Instead, the inevitable transformation will take time, patience and getting individual building blocks in place. “We need to give things time to breathe, and we need to judge them not by the buzz but by the solidness of the ideas and the team that they are putting together and the ability to connect different parts of the problem or an organization to be able to affect change,” Bielamowicz said. Whitney called it, “The swift incremental process that over the span of five years that becomes massive disruption.”
Structural and financial barriers likely contributed as well, said Vartabedian. This is a more thoughtful, specific dive into the “Healthcare is hard.” argument. “High quality care at a reasonable cost is really a tall order. In the American healthcare system we are paid by doing things and not by containing costs. Until reimbursement is aligned with outcomes, initiatives like Haven, will always be a tall order,” he said.
Vartabedian also noted that, as big as the employee base of the three companies was, the roughly 1.5 million lives covered may not have been enough to impress anyone in contract negotiations. Plus (consistent with Whitney’s “local healthcare” comment), the employees were spread over different markets which probably made payer negotiations even harder.
Where do we turn next?
Well… If Haven didn’t quite get it right, who can we look to in this moment?
Whitney predicted that United Health Group/Optum is in the pole position. “They’ve got decades of true-blue healthcare experience, and they’ve been ahead of the curve understanding where it was going,” he added. “With the exception of a true consumer front door, Optum has all the components that you would want.”
On the other hand, Amazon, Walmart and CVS are prime examples of companies with incredibly strong consumer front doors, so they have a leg up from that side of things.
Whitney also mentioned HCA because of the company’s cash position, ability to consistently evolve and modernize and make moves through consolidation and acquisitions. “They don’t have the total platform that UNH has and they don’t have a great consumer front door, but they’re solid at the core and will continue to be valuable,” he said.
What to do with the rubble?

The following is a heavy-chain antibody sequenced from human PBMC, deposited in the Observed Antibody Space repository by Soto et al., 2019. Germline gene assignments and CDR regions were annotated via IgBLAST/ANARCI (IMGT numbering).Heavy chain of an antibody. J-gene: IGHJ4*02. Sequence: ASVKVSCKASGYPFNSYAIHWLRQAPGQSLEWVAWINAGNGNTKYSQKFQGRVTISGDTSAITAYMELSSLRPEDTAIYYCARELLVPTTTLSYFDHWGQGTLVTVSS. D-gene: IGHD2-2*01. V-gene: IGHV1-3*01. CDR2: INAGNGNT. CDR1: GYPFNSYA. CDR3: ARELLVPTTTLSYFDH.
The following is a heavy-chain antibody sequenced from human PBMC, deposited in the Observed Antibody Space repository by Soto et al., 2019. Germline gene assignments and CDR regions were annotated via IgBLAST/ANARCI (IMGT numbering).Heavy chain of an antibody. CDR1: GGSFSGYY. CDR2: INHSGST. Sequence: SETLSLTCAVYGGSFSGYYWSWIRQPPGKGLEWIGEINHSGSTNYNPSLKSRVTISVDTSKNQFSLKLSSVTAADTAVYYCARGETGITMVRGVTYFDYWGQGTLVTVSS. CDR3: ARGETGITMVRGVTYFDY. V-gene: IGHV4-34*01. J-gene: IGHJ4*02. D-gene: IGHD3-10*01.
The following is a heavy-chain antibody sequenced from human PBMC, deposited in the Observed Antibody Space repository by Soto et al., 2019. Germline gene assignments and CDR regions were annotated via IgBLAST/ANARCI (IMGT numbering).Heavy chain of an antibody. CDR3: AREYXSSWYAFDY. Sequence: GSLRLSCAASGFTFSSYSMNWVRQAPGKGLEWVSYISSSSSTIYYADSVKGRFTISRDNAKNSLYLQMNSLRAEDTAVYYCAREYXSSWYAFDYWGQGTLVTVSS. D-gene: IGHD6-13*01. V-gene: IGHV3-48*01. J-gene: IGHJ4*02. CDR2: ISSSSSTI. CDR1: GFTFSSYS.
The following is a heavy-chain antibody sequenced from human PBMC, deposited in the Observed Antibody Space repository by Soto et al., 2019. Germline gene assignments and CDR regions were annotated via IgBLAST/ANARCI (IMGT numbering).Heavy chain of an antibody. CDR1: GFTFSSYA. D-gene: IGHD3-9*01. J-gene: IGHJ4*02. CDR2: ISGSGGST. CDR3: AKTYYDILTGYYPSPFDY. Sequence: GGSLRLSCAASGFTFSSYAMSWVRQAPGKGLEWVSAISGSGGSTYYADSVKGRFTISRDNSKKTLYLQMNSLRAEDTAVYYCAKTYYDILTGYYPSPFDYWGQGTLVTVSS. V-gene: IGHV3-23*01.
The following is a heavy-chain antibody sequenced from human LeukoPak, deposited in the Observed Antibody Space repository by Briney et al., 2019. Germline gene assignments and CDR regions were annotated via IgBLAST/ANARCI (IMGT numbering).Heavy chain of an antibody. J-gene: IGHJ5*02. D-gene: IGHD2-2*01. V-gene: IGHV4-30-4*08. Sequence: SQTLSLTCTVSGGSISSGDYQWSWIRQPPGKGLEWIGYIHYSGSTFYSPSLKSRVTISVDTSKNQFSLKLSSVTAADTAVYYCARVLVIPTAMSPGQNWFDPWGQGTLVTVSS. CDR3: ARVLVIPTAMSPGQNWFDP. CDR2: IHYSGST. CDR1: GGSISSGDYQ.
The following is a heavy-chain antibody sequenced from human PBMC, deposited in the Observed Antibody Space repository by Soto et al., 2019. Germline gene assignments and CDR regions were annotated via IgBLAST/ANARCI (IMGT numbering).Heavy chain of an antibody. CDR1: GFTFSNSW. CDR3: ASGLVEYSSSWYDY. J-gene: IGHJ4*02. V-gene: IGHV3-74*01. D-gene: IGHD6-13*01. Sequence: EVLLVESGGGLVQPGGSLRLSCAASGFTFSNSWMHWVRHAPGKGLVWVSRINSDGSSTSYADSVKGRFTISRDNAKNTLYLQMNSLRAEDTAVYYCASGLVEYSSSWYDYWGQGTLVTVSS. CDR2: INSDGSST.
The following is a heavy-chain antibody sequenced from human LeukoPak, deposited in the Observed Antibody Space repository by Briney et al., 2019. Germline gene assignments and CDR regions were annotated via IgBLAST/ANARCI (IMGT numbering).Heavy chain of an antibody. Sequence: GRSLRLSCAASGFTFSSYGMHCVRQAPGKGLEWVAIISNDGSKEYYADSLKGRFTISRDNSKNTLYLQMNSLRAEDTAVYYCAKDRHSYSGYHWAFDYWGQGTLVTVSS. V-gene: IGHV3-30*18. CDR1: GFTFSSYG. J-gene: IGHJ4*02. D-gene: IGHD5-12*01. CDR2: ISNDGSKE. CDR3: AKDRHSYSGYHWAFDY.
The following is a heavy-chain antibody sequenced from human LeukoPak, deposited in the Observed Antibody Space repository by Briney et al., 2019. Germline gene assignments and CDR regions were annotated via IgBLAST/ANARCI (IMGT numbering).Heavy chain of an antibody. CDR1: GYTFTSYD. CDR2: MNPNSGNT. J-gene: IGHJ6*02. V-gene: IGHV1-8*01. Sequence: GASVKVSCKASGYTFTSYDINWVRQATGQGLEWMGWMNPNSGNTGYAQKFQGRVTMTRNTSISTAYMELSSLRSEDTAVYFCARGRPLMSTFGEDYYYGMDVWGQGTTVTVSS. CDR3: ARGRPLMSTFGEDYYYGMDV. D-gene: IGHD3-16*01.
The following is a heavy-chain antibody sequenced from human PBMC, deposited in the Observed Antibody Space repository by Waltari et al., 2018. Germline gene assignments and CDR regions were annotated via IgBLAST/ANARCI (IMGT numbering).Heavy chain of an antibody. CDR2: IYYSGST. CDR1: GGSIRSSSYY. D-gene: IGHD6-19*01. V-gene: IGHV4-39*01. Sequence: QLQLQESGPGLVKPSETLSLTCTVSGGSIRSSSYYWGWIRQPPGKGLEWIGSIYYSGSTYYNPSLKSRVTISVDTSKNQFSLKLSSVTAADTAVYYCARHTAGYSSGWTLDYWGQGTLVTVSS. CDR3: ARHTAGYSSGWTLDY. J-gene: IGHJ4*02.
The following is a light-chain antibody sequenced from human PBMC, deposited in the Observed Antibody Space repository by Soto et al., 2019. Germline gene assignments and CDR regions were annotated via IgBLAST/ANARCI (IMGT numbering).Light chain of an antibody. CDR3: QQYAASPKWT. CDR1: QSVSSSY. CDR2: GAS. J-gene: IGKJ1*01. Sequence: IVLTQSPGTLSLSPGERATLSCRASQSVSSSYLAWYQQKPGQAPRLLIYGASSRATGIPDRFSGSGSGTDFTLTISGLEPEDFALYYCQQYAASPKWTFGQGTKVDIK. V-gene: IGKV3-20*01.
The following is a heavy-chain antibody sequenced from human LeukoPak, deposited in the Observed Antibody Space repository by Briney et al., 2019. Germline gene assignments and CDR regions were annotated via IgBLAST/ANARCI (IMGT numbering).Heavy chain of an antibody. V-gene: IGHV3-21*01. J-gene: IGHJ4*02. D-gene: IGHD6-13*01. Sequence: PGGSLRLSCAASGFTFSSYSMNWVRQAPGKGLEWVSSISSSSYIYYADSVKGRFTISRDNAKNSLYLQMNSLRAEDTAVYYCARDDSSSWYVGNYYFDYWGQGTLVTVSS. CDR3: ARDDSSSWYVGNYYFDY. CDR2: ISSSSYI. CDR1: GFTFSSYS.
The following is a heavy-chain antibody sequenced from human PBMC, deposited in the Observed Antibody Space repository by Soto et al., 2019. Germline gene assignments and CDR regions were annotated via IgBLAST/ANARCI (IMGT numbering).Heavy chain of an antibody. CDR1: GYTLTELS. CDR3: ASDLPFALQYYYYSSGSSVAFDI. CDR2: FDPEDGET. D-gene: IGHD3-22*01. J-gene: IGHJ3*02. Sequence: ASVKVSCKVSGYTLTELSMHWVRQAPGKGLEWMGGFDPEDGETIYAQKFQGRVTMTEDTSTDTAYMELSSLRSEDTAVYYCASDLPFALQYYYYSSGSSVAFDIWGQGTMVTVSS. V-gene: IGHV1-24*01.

What will happen with the pieces of Haven? Our experts were actually more focused on Amazon’s next moves. After talking about the “A in ABC,” Bielamowicz went on to explain that most of the activity from the project appeared to be coming from Amazon, anyway. And they also had the vast majority of the employees within the three-company consortium.
“It became apparent pretty quickly that most of the exciting things that Amazon was doing in healthcare were being done in Amazon and being kept vocally separate from the work being done in Haven,” she observed.
She and Whitney agreed that Amazon will continue to drive forward on its own, possibly with less-formal collaborations with JP Morgan Chase and Berkshire Hathaway. If anything, the breakup will let Amazon move more quickly, unencumbered by partners.
Bielamowicz cited Amazon’s acquisition of PillPack as a sign that they’re looking to do what they do best – “busting middlemen and smoothing the supply chain.” Vartabedian noted Amazon’s partnership with Crossover, which provides primary and preventive care to Amazon employees. That relationship, he said, seems to be going well. Finally, Whitney pointed out that Amazon’s customer insight and user experience expertise – the things that made this project a hot topic in the first place – aren’t going anywhere. Amazon is solid on payments, tracking data and connecting behavior to health (like looking at purchase behavior and using it to assess social determinants).
Where do we as an industry go from here? Whitney said, “I’m not sure that the disruption that people were talking about is going to look the way people thought it would look. It’s still happening, and it’s happening now. I think it looks like Amazon, Optum and Walmart, but the existing players are still very valuable.” The question will be what the balance is between those different types of players, in particular as we continue the inexorable move towards value.
“Five years ago, value-based care was a joke,” Whitney said. “It’s not a joke anymore. Even with COVID-19, people see there’s something that can impact volume and don’t want to be as dependent on volume anymore.”
Ultimately, then, maybe the transformation isn’t explosive the way Haven-related headlines would have us believe. Instead, perhaps it’s a steady application of the lessons from Haven and countless other “failures” past and present that will turn the ship.
“We’re getting smarter shots on goal,” said Whitney.